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Old 02-14-2014, 01:13 PM
 
Location: Portland, Oregon
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Quote:
Originally Posted by BajanYankee View Post
Are you saying that families feel more comfortable with less density compared to a hyper-urban environment?
I think it varies per family, I wouldn't say families fit any one mold, though I do think the small town feel is often times the most appealing to families in general.
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Old 02-14-2014, 01:13 PM
 
Location: Oakland, CA
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Quote:
Originally Posted by BajanYankee View Post
Are you saying that families feel more comfortable with less density compared to a hyper-urban environment?
I think it is mostly a supply problem.

I think the "hyper dense" environments tend to only build small units. Or forget to build schools.

The SFH advocates will always say "but kids need yards!"

Kids need play space, that's for sure. And designing a kid friendly neighborhood requires incorporating kid friendly design. Many denser neighborhoods do not bother adding that stuff. Parks, rec centers, soccer fields and the like..
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Old 02-14-2014, 01:20 PM
 
Location: Oakland, CA
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Quote:
Originally Posted by urbanlife78 View Post
That is actually a good thing for a neighborhood. (I wasn't sure if you were trying to say it was a positive or negative thing.)
It is, except it constrains supply even more. There is very limited turnover for the larger places, so the prices get bid up due to pent up demand.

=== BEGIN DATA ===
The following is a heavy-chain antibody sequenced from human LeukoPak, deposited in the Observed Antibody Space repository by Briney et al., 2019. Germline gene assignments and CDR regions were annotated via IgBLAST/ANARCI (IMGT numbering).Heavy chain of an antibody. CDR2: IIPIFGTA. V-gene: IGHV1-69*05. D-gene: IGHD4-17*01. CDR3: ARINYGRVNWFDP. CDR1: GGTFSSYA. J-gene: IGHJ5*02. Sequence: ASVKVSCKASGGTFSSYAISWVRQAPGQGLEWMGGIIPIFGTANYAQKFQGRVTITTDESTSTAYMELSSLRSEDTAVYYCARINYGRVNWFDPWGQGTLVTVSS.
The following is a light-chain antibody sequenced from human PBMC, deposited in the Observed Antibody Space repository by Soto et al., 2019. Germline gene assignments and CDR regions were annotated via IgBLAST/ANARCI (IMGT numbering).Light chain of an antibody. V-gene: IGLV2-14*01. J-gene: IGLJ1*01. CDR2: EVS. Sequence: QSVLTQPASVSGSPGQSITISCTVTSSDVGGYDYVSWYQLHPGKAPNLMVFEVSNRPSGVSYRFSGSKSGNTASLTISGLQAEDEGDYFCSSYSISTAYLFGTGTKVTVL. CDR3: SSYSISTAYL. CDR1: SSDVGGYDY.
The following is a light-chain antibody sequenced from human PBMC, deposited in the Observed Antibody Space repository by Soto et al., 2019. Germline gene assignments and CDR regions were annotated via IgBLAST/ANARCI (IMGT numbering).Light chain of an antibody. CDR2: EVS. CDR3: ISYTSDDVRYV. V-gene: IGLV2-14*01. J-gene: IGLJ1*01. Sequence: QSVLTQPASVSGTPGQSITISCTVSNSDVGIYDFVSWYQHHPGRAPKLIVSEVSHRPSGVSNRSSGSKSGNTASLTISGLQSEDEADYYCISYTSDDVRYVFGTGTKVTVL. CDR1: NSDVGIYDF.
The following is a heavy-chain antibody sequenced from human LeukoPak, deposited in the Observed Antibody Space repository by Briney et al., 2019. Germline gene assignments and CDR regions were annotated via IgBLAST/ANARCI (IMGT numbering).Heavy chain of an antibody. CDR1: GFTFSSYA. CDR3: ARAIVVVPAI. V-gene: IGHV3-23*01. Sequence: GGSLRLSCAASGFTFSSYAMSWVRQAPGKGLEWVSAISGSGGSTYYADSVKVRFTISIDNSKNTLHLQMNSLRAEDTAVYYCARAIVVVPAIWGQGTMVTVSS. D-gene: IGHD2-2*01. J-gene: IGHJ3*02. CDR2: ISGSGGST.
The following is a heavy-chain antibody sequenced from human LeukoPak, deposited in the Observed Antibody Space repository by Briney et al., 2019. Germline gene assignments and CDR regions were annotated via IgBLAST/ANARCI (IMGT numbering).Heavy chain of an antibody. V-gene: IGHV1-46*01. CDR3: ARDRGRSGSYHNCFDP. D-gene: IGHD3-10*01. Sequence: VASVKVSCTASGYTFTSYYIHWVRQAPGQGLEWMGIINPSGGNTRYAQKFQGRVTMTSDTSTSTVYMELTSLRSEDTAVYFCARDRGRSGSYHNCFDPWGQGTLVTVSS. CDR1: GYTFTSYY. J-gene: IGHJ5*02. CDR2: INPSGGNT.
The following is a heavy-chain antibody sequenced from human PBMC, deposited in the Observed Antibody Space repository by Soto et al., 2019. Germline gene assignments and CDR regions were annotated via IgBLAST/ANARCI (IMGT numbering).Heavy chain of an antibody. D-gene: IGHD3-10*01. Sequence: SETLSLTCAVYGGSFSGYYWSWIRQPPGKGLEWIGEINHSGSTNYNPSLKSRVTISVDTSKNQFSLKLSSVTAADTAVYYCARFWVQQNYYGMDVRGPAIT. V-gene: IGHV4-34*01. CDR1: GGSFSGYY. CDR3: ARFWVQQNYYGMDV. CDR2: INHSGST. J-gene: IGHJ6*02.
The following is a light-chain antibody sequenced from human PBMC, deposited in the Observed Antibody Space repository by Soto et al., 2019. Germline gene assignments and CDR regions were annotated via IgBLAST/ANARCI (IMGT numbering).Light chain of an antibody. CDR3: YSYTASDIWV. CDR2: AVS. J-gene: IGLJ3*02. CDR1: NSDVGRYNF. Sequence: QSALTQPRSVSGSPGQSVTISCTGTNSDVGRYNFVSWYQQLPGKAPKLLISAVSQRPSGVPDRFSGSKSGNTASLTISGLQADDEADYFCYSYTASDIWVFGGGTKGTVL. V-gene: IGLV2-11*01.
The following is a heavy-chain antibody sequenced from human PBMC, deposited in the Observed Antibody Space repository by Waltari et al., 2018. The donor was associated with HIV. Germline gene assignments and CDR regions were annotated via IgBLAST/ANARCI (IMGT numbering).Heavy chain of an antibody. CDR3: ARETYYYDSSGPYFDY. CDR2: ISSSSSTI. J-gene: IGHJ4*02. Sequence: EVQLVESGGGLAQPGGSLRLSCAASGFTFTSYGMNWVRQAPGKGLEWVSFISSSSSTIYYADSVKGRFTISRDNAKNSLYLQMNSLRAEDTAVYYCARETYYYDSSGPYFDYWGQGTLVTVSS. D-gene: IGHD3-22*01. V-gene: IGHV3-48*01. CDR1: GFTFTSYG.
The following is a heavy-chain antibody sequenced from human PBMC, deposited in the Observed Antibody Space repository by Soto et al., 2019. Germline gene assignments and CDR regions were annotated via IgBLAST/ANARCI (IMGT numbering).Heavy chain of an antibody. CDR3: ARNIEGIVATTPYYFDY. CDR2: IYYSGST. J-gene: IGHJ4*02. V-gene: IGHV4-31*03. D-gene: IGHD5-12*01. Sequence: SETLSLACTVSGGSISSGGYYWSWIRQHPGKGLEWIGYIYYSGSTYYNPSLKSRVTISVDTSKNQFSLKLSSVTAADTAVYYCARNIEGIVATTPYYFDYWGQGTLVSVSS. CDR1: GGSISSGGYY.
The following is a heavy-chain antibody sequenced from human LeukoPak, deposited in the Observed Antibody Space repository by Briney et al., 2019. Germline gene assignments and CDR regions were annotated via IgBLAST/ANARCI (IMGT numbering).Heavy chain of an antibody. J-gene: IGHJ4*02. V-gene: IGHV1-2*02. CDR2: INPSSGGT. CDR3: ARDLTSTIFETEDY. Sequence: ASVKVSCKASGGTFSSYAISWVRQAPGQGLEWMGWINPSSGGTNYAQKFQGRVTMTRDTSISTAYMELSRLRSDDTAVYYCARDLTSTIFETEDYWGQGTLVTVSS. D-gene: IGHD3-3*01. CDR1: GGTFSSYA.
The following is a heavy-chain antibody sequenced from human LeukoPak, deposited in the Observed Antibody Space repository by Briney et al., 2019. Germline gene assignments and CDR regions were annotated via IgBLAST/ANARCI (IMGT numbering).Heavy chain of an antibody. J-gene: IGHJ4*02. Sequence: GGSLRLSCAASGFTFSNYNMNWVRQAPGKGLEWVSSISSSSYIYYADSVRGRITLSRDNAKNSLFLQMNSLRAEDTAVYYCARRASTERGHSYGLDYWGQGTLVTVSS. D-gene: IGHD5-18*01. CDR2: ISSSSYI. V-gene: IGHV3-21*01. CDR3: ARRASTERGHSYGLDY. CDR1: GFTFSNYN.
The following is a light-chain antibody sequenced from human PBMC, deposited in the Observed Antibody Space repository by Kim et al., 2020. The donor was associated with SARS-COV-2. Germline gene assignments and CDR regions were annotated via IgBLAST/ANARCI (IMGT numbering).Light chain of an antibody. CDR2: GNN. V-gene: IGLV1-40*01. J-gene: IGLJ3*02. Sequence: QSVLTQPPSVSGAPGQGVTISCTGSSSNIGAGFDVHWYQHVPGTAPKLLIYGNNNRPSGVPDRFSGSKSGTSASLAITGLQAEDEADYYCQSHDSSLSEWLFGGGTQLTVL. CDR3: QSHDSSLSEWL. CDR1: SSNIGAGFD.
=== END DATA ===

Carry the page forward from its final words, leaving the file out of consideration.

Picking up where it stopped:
Now the families just come over for ice cream.

This is the local ice cream shop (it opened in 1894, but moved from the original location to a new one a few blocks away):

Fentons Creamery spotted in Disney/Pixar's "UP" - YouTube
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Old 02-14-2014, 01:20 PM
 
Location: Portland, Oregon
46,053 posts, read 29,504,059 times
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Quote:
Originally Posted by jade408 View Post
I think it is mostly a supply problem.

I think the "hyper dense" environments tend to only build small units. Or forget to build schools.

The SFH advocates will always say "but kids need yards!"

Kids need play space, that's for sure. And designing a kid friendly neighborhood requires incorporating kid friendly design. Many denser neighborhoods do not bother adding that stuff. Parks, rec centers, soccer fields and the like..
I almost think having little parks nearby are better for kids because it gives kids and parents a way to mingle with neighbors in a more joined setting. Often times only playing in private backyards can be very isolating for the child and the parent.
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Old 02-14-2014, 01:29 PM